Singing family saga

AN AURAL and visual treat is what director Bryan Flynn is promising audiences with his production of The Sound of Music at the Cork Opera House.

This is the second time that Flynn has directed the Rodgers and Hammerstein musical, which is based on the true story of the Austrian singing family, the Von Trapps, and their escape over the Alps from the Nazis. (Flynn first directed the musical in 2004 at the Cork Opera House.)

Flynn draws attention to the dark aspect of the story: “Because it’s a musical, we tend to look at The Sound of Music with rose tinted glasses. But on closer examination, it’s quite dark or you could say it’s an uplifting story set against a dark time.”

What people remember about the show and the movie (starring Julie Andrews and Christopher Plummer) are the happy songs such as ‘My favourite Things,’ ‘Climb Every Mountain’ ‘Do-Re-Mi’ and the title song. But The Sound of Music is about a family that has to flee their home, leaving everything behind.

Over 400 children auditioned for the musical. Two teams of six children, who will perform on alternate nights, were chosen. They are led by the eldest child, Liesl, played by Ellie Mullane. Over 100 adults auditioned for the show. Altogether, there is a cast of 38, led by Carol Anne Ryan as the governess, Maria, and Michael Sands as Captain Von Trapp. Linda Kenny plays the glamorous Baroness Schrader, the captain’s would-be fiancée.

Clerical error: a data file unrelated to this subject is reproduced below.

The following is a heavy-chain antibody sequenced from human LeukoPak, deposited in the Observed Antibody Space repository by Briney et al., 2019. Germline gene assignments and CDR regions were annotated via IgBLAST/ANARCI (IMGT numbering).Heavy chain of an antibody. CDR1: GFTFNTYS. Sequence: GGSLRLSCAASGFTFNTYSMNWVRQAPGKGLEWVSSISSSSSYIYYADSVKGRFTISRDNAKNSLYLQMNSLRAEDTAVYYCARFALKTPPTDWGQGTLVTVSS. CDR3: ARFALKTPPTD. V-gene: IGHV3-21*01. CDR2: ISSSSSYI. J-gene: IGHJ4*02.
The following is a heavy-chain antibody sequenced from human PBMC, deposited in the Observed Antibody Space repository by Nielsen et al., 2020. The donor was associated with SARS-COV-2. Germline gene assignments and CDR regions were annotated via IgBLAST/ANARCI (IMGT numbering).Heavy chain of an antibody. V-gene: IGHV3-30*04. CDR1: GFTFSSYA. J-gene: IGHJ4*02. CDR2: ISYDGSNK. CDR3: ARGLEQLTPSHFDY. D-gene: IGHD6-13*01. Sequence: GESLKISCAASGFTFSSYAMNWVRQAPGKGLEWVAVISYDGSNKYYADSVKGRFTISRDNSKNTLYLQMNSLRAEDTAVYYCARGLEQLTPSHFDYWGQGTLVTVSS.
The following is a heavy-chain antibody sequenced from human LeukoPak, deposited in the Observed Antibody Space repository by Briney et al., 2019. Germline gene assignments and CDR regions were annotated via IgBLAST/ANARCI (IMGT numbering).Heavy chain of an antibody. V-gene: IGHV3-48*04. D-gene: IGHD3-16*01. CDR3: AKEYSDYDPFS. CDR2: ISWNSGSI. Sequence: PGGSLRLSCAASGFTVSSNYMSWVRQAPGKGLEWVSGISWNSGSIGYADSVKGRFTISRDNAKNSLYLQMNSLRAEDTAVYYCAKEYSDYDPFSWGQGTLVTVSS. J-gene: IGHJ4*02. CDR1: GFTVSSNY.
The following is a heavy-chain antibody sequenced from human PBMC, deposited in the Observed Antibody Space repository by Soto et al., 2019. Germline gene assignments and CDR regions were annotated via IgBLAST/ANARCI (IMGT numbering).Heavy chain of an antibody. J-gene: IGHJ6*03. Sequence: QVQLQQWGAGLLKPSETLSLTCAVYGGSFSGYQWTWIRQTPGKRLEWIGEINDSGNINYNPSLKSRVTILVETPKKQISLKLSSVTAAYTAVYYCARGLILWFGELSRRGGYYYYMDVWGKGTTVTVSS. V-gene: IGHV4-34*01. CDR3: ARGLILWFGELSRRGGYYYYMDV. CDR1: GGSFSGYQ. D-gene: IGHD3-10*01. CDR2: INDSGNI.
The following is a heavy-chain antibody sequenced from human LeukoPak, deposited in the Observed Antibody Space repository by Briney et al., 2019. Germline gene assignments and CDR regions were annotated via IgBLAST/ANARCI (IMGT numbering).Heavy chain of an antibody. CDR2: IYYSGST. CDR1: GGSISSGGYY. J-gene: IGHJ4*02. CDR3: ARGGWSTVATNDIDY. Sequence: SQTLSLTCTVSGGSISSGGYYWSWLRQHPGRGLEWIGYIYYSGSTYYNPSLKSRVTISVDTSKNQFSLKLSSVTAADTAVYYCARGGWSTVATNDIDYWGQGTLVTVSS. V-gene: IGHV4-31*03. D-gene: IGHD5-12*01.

“I’m very proud that we managed to cast this show completely in Cork,” says Flynn. “Normally, with a show like this, you might be looking to bring in specific talent. We managed to get Cara O’Sullivan, who plays the Mother Abbess. The three nuns under her are all originally from the Cork School of Music.”

The love story between Captain Von Trapp and Maria is helped by “the fantastic chemistry between them. The show is a little different to the movie. In the movie version a lot of the songs were cut. I think the stage show is much better written. There are meatier scenes between Maria and Von Trapp that were not used in the movie.”